Joachim Meissner was born in Freystadt, Lower Silesia, on October 15, 1911. He served in the Reichswehr from 1929 to 1934 as an enlisted man, when he then joined the Foreign Section (Southeast Europe) in the Reich Sports Office. On August 26, 1939, he was mobilized with the 8th Engineer Battalion, but transferred to the Luftwaffe and joined the 1st Paratroop Regiment (Fallschirm-Jäger-Regiment 1) on January 1, 1940. Meissner then joined the secret Test Detachment Friedrichshafen, earmarked for the upcoming glider assault on the Belgian fortress of Eben Emael.

On January 30, 1940, Captain Walter Koch, the commander of Test Detachment Friedrichshafen (the code name for the special paratroop engineer assault detachment), submitted a recommendation for promotion to second lieutenant for Technical Sergeant Meissner. In addition to basic information concerning Meissner’s place of birth, religion and military service, Koch added:

“Lieutenant Meissner” will be a valuable addition for the Luftwaffe.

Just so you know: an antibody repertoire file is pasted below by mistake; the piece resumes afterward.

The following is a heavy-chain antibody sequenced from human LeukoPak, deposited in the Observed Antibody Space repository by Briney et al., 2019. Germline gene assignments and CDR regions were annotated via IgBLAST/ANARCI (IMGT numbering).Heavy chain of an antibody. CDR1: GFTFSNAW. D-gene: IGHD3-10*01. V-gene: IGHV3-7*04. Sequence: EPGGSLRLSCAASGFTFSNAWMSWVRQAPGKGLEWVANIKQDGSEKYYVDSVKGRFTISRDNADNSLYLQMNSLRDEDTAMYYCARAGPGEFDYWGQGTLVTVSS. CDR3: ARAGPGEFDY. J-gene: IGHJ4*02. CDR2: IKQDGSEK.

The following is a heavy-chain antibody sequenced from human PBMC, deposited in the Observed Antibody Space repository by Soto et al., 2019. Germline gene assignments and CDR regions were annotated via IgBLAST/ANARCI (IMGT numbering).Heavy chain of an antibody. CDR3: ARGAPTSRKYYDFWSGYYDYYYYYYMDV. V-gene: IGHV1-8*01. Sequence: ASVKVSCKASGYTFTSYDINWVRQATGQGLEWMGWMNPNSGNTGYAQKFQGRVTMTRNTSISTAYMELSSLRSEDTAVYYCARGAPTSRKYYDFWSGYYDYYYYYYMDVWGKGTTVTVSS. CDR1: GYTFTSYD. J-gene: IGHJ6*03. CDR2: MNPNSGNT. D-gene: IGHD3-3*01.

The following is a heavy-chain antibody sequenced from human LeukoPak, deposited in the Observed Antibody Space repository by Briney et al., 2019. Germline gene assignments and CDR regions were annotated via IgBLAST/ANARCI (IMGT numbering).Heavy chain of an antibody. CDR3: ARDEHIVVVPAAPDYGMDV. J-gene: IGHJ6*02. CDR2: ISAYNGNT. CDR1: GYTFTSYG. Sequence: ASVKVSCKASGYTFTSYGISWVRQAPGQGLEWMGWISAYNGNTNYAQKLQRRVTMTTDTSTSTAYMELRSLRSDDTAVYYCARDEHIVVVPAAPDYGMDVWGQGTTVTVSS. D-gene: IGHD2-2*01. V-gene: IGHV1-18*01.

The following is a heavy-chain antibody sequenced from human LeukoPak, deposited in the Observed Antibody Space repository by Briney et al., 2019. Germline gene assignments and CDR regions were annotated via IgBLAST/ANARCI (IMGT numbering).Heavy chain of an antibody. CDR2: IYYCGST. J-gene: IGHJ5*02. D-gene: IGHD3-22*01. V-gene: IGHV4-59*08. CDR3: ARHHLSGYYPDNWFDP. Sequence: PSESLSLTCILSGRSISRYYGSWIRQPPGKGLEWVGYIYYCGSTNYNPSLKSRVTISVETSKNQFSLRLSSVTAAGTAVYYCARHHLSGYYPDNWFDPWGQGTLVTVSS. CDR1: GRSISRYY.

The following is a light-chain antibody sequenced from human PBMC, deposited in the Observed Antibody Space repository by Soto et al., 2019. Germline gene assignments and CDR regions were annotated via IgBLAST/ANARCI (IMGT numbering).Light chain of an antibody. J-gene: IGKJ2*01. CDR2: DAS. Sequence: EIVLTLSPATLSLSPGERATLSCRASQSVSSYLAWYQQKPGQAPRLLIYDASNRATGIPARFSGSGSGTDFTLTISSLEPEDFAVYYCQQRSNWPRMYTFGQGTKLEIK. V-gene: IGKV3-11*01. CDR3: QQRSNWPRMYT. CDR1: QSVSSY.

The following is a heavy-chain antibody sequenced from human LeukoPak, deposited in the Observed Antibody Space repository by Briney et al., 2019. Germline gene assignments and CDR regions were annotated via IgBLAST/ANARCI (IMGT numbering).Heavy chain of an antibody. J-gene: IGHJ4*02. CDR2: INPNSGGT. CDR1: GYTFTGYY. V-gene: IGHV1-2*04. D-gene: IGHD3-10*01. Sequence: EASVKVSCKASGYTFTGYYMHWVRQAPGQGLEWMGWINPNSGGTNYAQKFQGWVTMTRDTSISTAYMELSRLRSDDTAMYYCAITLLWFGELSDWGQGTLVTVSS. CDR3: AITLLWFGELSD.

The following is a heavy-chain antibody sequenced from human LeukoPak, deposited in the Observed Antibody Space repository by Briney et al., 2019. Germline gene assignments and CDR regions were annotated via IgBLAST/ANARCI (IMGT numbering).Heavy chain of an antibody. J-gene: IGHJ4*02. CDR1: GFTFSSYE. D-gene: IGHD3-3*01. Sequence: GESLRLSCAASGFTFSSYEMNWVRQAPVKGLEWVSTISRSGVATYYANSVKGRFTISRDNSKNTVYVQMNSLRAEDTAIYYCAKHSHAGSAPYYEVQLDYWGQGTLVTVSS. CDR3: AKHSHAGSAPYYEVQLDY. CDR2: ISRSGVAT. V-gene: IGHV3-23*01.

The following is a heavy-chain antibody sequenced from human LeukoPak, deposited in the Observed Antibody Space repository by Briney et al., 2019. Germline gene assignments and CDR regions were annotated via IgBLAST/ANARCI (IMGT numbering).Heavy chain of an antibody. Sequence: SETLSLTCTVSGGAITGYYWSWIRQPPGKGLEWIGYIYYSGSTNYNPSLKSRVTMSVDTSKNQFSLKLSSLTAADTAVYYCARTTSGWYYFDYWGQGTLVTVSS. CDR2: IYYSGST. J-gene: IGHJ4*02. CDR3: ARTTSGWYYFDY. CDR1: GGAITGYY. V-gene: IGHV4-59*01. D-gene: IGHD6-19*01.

Meissner certainly was a valuable addition. He was promoted to second lieutenant (Reserve) on March 20, 1940. Early on the morning of May 10, 1940, as the second in command of Assault Group Iron (Eisen), Meissner watched as the Belgians blew up the bridge at Canne over the Albert Canal before his group, that was tasked to capture it intact, could land. He then observed the commander of his group, Second Lieutenant Martin Schachter, was seriously wounded, shortly after landing. Meissner then took command of the group. At about 6:10 a.m., the heavy machine gun section landed 550 yards too far to the west and suffered 14 killed and 8 wounded. After landing, the 8th Squad destroyed enemy machine gun-positions on the high ground with hand grenades, while the 3rd Squad took the valley and the trench-system on the northern hill. They also blew up three houses and the entrance to a bunker at the bridge, and captured the crew of the two bunkers there. The squad then moved into the village and captured 25 men and 1 officer.